The subject recently came up on a mailing list I follow, and then a related item popped up in my feed reader from an unrelated source a couple of days later.
First it was an article on men and church which suggested that men were leaving church, or churches other than Orthodox churches. It proceeds to speculate why by generalizing about what men like and how the Orthodox church provides it like nobody else. The article quotes Leon Podles in The Church Impotent: The Feminization of Christianity and explains,
This morning I was greeted with a comment from Hamo on an old post about kids and communion (July ’05), and it reminded me that he had two good posts on the old “But What About Your Kids?!!” theme. Really good stuff, though I’m not sure that most young kids are quite ready for Alan Hirsch as he implies… maybe if he used more pictures in his books. Hmmm… The Forgotten Ways for Kids. You know, oddly enough, there might be something there.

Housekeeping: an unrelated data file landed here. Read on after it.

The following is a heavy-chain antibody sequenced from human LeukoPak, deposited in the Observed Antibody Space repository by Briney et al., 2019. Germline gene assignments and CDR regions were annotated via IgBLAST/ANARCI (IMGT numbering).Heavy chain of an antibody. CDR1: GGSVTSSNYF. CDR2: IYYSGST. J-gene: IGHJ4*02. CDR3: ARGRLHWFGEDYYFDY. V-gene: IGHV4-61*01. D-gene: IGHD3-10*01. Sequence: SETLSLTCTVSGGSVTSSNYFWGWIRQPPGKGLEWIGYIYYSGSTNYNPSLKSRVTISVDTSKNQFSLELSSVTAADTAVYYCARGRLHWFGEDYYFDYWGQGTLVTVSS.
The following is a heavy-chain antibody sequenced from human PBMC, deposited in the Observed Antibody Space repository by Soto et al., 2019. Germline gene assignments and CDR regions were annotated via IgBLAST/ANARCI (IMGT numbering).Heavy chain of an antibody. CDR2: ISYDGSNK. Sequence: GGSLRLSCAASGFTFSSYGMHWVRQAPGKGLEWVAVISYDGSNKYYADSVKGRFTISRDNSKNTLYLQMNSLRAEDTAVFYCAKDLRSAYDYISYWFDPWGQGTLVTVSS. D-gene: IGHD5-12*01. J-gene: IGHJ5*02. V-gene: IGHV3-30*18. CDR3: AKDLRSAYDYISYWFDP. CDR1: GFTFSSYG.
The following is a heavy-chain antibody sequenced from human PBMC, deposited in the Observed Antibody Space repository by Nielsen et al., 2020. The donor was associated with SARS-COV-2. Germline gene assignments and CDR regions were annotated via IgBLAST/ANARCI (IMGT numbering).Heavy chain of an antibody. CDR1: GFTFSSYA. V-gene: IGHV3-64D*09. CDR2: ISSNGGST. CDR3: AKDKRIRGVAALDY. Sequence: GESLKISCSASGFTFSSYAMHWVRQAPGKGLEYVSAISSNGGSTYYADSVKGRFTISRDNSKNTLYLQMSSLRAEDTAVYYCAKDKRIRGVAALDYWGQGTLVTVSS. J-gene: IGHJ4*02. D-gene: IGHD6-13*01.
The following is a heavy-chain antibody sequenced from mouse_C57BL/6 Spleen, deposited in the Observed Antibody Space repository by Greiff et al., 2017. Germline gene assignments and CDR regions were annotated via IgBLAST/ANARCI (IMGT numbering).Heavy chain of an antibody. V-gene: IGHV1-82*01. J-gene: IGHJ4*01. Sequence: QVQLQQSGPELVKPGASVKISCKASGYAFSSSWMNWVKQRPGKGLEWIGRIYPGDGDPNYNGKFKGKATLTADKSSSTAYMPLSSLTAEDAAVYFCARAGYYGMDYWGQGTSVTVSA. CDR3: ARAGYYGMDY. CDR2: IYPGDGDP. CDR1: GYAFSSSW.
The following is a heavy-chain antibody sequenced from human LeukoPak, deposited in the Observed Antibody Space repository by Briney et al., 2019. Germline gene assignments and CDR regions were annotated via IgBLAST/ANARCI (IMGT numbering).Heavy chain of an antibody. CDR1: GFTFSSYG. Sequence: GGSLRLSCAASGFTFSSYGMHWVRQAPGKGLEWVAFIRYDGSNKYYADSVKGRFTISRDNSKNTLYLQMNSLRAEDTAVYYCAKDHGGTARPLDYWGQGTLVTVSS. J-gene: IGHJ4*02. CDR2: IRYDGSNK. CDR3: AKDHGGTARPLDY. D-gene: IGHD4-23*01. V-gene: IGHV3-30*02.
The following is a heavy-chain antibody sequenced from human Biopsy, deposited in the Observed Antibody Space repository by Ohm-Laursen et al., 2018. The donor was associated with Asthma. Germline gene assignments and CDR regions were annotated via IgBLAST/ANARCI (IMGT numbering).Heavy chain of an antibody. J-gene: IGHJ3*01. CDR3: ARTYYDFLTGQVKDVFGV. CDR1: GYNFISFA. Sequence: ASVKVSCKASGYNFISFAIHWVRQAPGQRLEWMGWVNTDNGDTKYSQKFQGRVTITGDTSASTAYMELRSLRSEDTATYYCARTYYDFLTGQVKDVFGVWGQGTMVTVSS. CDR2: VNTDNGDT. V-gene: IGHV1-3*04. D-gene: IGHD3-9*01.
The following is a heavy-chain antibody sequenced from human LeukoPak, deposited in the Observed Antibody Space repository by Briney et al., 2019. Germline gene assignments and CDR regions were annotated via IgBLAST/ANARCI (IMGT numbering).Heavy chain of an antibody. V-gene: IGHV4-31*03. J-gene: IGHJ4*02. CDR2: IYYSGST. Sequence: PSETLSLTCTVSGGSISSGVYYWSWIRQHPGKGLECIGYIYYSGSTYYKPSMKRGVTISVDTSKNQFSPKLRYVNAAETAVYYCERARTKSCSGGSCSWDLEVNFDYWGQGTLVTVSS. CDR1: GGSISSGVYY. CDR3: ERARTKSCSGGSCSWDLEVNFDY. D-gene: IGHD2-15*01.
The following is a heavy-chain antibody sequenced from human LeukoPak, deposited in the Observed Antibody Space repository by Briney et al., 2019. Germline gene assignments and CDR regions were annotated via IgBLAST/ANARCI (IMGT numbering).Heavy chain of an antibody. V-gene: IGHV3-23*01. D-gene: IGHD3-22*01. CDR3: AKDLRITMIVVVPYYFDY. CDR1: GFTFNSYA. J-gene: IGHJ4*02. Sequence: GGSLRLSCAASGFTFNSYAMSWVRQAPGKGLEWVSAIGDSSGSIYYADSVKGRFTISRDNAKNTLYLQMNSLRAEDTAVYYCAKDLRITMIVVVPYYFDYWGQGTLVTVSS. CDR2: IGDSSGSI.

Today is Shrove Tuesday, replete with childhood dreams of the pancake turtle, pictured here. As I describe this every year,
It is a very little-known fact, but each year on Shrove Tuesday, the Pancake Turtle travels the world with a huge stack of steaming hot pancakes perched on his back. As he travels the world on this special day, he delivers his stack of pancakes to good little boys and girls everywhere as they prepare themselves for Lent.
Somehow I missed Alan Hartung talking about Childrenâ€™s Ministry in the Emerging Church last month in response to his own question. Oddly enough, I’ve had a couple of recent about this lately as well… how the emerging church doesn’t talk about kids all that much, with just a few exceptions. Sometimes it seems to me that I talk about it more than most, and I would say I don’t talk about kids all that much. Alan’s post has a few comments with links to an item or two worth looking at, but Ivy Beckwith and Margie Hillenbrand should probably be added to the list.